1. FDI and employment generation
UPSC Syllabus: Mains: GS Paper III: Indian economy
Sub Theme: employment | UPSC
Context: With rising unemployment, to what extent can FDI provide a level playing field to boost employment in India.
Current Unemployment trend
As per, Centre for Monitoring Indian Economy (CMIE):
- Unemployment rate has increased from around 7% in July to 8.3% for August 2021. • In absolute terms: 1.9 million jobs were lost in one month.
- Usual Status approach: uses a reference period of 365 days i.e. one year preceding the date of the survey of NSSO for measuring unemployment.
- It also looks at the principal activity and subsidiary activity status of the worker.
Why is unemployment rising?
- Most of the jobs lost were farm jobs
- Quality of new jobs generated is a matter of concern. While employment increased mainly in business and small trade, but the manufacturing sector shed 0.94 million jobs. • Thus, much of the labour shed by agriculture has been absorbed in low-end service activities. Employment sustainability
Seasonal labour released from agriculture gets accommodated in the construction sector. Currently, the construction sector itself is shedding jobs, forcing workers to find employment in the household sector and low-end services.
This could dampener for economic recovery in the subsequent quarters of the current fiscal year.
Role / issues of Investment (FDI) in employment generation
- Currently, Private investment is sluggish.
- Hence government and industrial sector is looking for external funding through FDI through making ease of doing ranking more attractive.
⮚ Fill up the saving-investment gap.
⮚ Creates pre-emptive supply (Say’s Law)
⮚ Creates initial demand in the markets.
⮚ Provides new avenues to the labour.
⮚ Plays and important role in fueling the skill set among the labour class.
⮚ Brings best practices in the labour market.
⮚ Help labour class towards interact in international market.
Uncertain nature of investment.
Sudden breakdown of system.
Profit orientation rather than social development.
Intellectual property issues.
More mechanized in practice.
Largely targets highly skilled labour.
More concentrated in urban areas (Metro towns)
FDI issues with specific sectors.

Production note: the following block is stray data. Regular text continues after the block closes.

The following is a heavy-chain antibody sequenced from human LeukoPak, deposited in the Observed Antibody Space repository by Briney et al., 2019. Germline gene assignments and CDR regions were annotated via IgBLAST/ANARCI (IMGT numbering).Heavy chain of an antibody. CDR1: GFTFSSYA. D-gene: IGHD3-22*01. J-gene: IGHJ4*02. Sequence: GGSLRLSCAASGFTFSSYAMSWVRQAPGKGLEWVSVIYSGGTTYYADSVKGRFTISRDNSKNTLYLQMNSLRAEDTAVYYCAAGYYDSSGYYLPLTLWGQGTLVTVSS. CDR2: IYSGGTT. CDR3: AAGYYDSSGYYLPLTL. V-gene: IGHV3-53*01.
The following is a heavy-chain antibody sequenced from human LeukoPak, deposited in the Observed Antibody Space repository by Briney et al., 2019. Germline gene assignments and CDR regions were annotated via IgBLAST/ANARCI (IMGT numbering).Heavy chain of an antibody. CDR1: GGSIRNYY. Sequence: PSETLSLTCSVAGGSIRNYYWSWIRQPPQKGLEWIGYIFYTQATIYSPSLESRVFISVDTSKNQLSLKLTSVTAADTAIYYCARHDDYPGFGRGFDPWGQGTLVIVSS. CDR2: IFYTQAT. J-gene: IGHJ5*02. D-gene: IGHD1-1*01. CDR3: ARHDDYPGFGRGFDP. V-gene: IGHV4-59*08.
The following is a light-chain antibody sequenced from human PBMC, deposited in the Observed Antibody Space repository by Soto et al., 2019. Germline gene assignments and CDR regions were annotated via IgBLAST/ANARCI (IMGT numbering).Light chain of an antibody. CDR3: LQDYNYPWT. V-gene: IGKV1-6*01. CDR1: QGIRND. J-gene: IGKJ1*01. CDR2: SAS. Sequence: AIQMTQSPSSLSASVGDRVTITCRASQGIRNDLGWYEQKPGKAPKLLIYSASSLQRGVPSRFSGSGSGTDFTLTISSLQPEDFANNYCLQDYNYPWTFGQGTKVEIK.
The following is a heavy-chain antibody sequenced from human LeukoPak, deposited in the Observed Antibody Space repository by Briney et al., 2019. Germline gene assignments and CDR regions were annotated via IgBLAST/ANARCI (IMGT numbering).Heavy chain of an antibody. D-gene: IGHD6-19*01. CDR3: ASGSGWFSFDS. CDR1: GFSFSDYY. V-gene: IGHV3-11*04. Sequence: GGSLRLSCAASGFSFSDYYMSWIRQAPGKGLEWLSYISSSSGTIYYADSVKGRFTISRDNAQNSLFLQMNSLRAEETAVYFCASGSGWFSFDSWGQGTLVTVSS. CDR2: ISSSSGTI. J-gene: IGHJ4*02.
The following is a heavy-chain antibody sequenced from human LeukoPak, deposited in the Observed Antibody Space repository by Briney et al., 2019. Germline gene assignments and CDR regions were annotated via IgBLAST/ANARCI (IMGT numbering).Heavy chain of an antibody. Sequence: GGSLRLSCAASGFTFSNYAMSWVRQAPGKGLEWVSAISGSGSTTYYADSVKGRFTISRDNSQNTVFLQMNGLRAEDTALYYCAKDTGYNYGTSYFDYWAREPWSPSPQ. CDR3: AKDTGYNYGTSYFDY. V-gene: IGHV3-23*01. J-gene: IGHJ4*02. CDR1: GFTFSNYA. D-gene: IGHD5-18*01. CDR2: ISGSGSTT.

- Agriculture sector: Very limited scope of FDI. Highly limited to development of capital goods and inputs.
- Manufacturing sector: High role. But subject to government policies and international relations
- Construction: Highly vulnerable to the demand sector. Currently it is under stress. 4. Automobile: FDI is very impressive. But this sector is gradually moving towards to the mechanization and robotics.
- Financial sectors: FDI by MNCs requires highly skilled labour, which is negligible in Indian scenario.
⮚ Promotion to MSMEs which are involved in those sectors where FDI is high. Such as Automobile and Electronic sector.
⮚ New labor-intensive sectors could be opened for FDI, such as textile and leather. ⮚ Following China’s model of development (Attracting those labour
⮚ Anchor firms and global value chain.
⮚ Attracting firms which are exiting from China.
⮚ Economic and economic enclaves (reorienting SEZs as EEEs) : Baba Kalyani committee. ⮚ More incentive to labour intensive MNCs which are providing more employment.
2. 5G technologies and TRAI
UPSC Syllabus: Mains – GS II, III: Indian governance system and technology
Theme: Latest mobile technology | UPSC
Context: Department of telecommunication has approached Telecom Regulatory Authority of India on pricing, quantum and other modalities pertaining to radio waves before rolling out 5G spectrum.
What is 5G?
⮚ It is the next generation cellular technology that will provide faster and more reliable communication with ultra-low latency.
⮚ With 5G the peak network data speeds are expected to be in the range of 2-20 Gigabit per second (Gbps).
Who does it benefit?
⮚ With 5G technology, consumers will be able to download data heavy content such as 8K movies and games with better graphics in just a few seconds.
⮚ 5G is expected to form the backbone of emerging technologies such as the Internet of Things (IoT) and machine to machine communications.
⮚ Also, it would be supporting a much larger range of applications and services, including driverless vehicles, tele-surgery and real time data analytics.
⮚ The ultra-low latency offered by 5G makes the technology desirable for such use cases.
What is latency
⮚ Latency is the amount of time data takes to travel between its source and destination. ⮚ The technology will extend the use of wireless technologies — for the first time — across completely new sectors of the economy from industrial to commercial, educational, health care, agricultural, financial and social sectors.